Cookies on this website

We use cookies to ensure that we give you the best experience on our website. If you click 'Accept all cookies' we'll assume that you are happy to receive all cookies and you won't see this message again. If you click 'Reject all non-essential cookies' only necessary cookies providing core functionality such as security, network management, and accessibility will be enabled. Click 'Find out more' for information on how to change your cookie settings.

Malaria is a worldwide health problem with 225 million infections each year. A fast and easy-to-use method, with high performance is required to differentiate malaria from non-malarial fevers. Manual examination of blood smears is currently the gold standard, but it is time-consuming, labour-intensive, requires skilled microscopists and the sensitivity of the method depends heavily on the skills of the microscopist. We propose an easy-to-use, quantitative cartridge-scanner system for vision-based malaria diagnosis, focusing on low malaria parasite densities. We have used special finger-prick cartridges filled with acridine orange to obtain a thin blood film and a dedicated scanner to image the cartridge. Using supervised learning, we have built a Plasmodium falciparum detector. A two-step approach was used to first segment potentially interesting areas, which are then analysed in more detail. The performance of the detector was validated using 5,420 manually annotated parasite images from malaria parasite culture in medium, as well as using 40 cartridges of 11,780 images containing healthy blood. From finger prick to result, the prototype cartridge-scanner system gave a quantitative diagnosis in 16 min, of which only 1 min required manual interaction of basic operations. It does not require a wet lab or a skilled operator and provides parasite images for manual review and quality control. In healthy samples, the image analysis part of the system achieved an overall specificity of 99.999978% at the level of (infected) red blood cells, resulting in at most seven false positives per microlitre. Furthermore, the system showed a sensitivity of 75% at the cell level, enabling the detection of low parasite densities in a fast and easy-to-use manner. A field trial in Chittagong (Bangladesh) indicated that future work should primarily focus on improving the filling process of the cartridge and the focus control part of the scanner.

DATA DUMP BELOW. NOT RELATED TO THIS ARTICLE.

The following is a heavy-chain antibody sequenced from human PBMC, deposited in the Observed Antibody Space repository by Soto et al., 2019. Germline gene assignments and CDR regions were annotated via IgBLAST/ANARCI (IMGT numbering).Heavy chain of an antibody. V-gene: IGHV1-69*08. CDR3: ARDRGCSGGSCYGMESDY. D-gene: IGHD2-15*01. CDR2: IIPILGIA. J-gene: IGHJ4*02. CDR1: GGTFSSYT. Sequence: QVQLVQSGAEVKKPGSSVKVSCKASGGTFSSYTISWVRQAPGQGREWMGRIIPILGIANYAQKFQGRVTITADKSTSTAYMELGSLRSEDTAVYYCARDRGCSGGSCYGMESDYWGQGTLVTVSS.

Original publication




Journal article


J Microsc

Publication Date





166 - 178


Automation, Laboratory, Bangladesh, Image Processing, Computer-Assisted, Malaria, Falciparum, Microscopy, Parasitemia, Parasitology, Plasmodium falciparum, Sensitivity and Specificity